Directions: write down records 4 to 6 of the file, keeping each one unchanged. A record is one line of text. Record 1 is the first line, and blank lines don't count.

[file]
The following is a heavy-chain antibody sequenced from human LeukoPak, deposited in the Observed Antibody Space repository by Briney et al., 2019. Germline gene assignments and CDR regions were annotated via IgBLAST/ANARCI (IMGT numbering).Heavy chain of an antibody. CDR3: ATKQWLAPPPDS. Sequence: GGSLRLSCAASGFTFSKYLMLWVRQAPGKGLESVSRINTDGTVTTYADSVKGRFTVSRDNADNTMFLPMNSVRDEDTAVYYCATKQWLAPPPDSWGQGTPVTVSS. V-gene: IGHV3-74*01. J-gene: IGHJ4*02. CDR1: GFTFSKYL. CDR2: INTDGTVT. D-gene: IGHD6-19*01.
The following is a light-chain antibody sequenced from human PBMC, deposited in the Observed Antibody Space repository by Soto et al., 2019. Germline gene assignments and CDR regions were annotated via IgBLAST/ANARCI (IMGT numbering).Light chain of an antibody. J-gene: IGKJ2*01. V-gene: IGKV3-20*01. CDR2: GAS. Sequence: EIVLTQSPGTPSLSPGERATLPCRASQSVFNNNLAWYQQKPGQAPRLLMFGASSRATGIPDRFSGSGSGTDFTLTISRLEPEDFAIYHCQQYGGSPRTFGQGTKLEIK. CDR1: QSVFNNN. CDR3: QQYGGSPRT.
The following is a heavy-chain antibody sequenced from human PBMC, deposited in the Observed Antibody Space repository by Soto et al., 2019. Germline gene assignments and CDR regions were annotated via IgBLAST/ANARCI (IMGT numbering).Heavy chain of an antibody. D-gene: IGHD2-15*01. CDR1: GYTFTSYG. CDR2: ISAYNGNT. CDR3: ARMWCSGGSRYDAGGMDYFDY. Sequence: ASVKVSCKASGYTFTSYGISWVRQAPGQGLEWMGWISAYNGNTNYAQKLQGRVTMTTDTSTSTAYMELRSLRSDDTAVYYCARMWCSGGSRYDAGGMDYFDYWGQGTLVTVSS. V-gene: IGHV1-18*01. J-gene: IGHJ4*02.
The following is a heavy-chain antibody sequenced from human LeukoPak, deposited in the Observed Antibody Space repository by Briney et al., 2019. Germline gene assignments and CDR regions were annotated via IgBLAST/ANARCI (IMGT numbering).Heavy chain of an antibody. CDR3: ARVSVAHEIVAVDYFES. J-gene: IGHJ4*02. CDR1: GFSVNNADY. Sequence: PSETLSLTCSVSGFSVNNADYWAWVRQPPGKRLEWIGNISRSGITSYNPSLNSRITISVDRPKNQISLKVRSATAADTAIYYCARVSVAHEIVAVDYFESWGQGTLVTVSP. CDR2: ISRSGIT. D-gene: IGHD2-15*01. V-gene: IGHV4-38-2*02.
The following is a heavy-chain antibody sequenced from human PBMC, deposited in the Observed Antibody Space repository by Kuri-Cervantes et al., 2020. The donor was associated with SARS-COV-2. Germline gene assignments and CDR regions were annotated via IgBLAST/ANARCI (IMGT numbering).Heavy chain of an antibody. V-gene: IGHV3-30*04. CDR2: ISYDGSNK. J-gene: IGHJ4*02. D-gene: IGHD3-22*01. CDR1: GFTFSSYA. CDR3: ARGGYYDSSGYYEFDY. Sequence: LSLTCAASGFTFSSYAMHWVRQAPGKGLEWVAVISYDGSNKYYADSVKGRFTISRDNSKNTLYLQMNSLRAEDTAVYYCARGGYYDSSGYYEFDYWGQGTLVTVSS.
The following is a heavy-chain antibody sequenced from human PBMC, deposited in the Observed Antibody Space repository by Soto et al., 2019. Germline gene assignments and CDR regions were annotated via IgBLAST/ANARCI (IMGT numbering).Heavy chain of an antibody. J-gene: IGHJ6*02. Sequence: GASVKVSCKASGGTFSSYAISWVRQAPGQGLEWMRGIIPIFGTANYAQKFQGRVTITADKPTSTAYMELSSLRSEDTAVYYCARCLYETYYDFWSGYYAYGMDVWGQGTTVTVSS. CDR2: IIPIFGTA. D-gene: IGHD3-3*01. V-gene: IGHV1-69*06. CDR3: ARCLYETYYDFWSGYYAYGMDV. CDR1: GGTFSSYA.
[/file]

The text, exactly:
The following is a heavy-chain antibody sequenced from human LeukoPak, deposited in the Observed Antibody Space repository by Briney et al., 2019. Germline gene assignments and CDR regions were annotated via IgBLAST/ANARCI (IMGT numbering).Heavy chain of an antibody. CDR3: ARVSVAHEIVAVDYFES. J-gene: IGHJ4*02. CDR1: GFSVNNADY. Sequence: PSETLSLTCSVSGFSVNNADYWAWVRQPPGKRLEWIGNISRSGITSYNPSLNSRITISVDRPKNQISLKVRSATAADTAIYYCARVSVAHEIVAVDYFESWGQGTLVTVSP. CDR2: ISRSGIT. D-gene: IGHD2-15*01. V-gene: IGHV4-38-2*02.
The following is a heavy-chain antibody sequenced from human PBMC, deposited in the Observed Antibody Space repository by Kuri-Cervantes et al., 2020. The donor was associated with SARS-COV-2. Germline gene assignments and CDR regions were annotated via IgBLAST/ANARCI (IMGT numbering).Heavy chain of an antibody. V-gene: IGHV3-30*04. CDR2: ISYDGSNK. J-gene: IGHJ4*02. D-gene: IGHD3-22*01. CDR1: GFTFSSYA. CDR3: ARGGYYDSSGYYEFDY. Sequence: LSLTCAASGFTFSSYAMHWVRQAPGKGLEWVAVISYDGSNKYYADSVKGRFTISRDNSKNTLYLQMNSLRAEDTAVYYCARGGYYDSSGYYEFDYWGQGTLVTVSS.
The following is a heavy-chain antibody sequenced from human PBMC, deposited in the Observed Antibody Space repository by Soto et al., 2019. Germline gene assignments and CDR regions were annotated via IgBLAST/ANARCI (IMGT numbering).Heavy chain of an antibody. J-gene: IGHJ6*02. Sequence: GASVKVSCKASGGTFSSYAISWVRQAPGQGLEWMRGIIPIFGTANYAQKFQGRVTITADKPTSTAYMELSSLRSEDTAVYYCARCLYETYYDFWSGYYAYGMDVWGQGTTVTVSS. CDR2: IIPIFGTA. D-gene: IGHD3-3*01. V-gene: IGHV1-69*06. CDR3: ARCLYETYYDFWSGYYAYGMDV. CDR1: GGTFSSYA.